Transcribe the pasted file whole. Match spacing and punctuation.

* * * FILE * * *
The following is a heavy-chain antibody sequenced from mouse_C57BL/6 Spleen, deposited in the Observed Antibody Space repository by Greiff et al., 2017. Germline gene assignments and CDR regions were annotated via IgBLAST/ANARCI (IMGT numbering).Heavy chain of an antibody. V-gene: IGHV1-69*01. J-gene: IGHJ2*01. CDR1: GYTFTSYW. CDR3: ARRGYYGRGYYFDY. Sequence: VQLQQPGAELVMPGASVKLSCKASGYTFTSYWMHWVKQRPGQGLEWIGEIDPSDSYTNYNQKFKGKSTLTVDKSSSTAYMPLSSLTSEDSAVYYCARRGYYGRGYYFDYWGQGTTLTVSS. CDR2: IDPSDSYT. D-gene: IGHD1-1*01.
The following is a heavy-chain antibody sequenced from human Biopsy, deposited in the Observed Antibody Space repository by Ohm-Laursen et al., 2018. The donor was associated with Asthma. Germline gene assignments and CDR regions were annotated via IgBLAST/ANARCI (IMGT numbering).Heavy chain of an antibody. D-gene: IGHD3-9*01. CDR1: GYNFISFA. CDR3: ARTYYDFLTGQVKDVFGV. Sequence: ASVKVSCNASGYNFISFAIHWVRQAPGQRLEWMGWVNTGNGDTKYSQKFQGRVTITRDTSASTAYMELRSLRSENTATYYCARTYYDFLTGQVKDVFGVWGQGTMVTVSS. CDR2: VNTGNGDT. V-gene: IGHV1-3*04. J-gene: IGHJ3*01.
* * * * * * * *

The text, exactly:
The following is a heavy-chain antibody sequenced from mouse_C57BL/6 Spleen, deposited in the Observed Antibody Space repository by Greiff et al., 2017. Germline gene assignments and CDR regions were annotated via IgBLAST/ANARCI (IMGT numbering).Heavy chain of an antibody. V-gene: IGHV1-69*01. J-gene: IGHJ2*01. CDR1: GYTFTSYW. CDR3: ARRGYYGRGYYFDY. Sequence: VQLQQPGAELVMPGASVKLSCKASGYTFTSYWMHWVKQRPGQGLEWIGEIDPSDSYTNYNQKFKGKSTLTVDKSSSTAYMPLSSLTSEDSAVYYCARRGYYGRGYYFDYWGQGTTLTVSS. CDR2: IDPSDSYT. D-gene: IGHD1-1*01.
The following is a heavy-chain antibody sequenced from human Biopsy, deposited in the Observed Antibody Space repository by Ohm-Laursen et al., 2018. The donor was associated with Asthma. Germline gene assignments and CDR regions were annotated via IgBLAST/ANARCI (IMGT numbering).Heavy chain of an antibody. D-gene: IGHD3-9*01. CDR1: GYNFISFA. CDR3: ARTYYDFLTGQVKDVFGV. Sequence: ASVKVSCNASGYNFISFAIHWVRQAPGQRLEWMGWVNTGNGDTKYSQKFQGRVTITRDTSASTAYMELRSLRSENTATYYCARTYYDFLTGQVKDVFGVWGQGTMVTVSS. CDR2: VNTGNGDT. V-gene: IGHV1-3*04. J-gene: IGHJ3*01.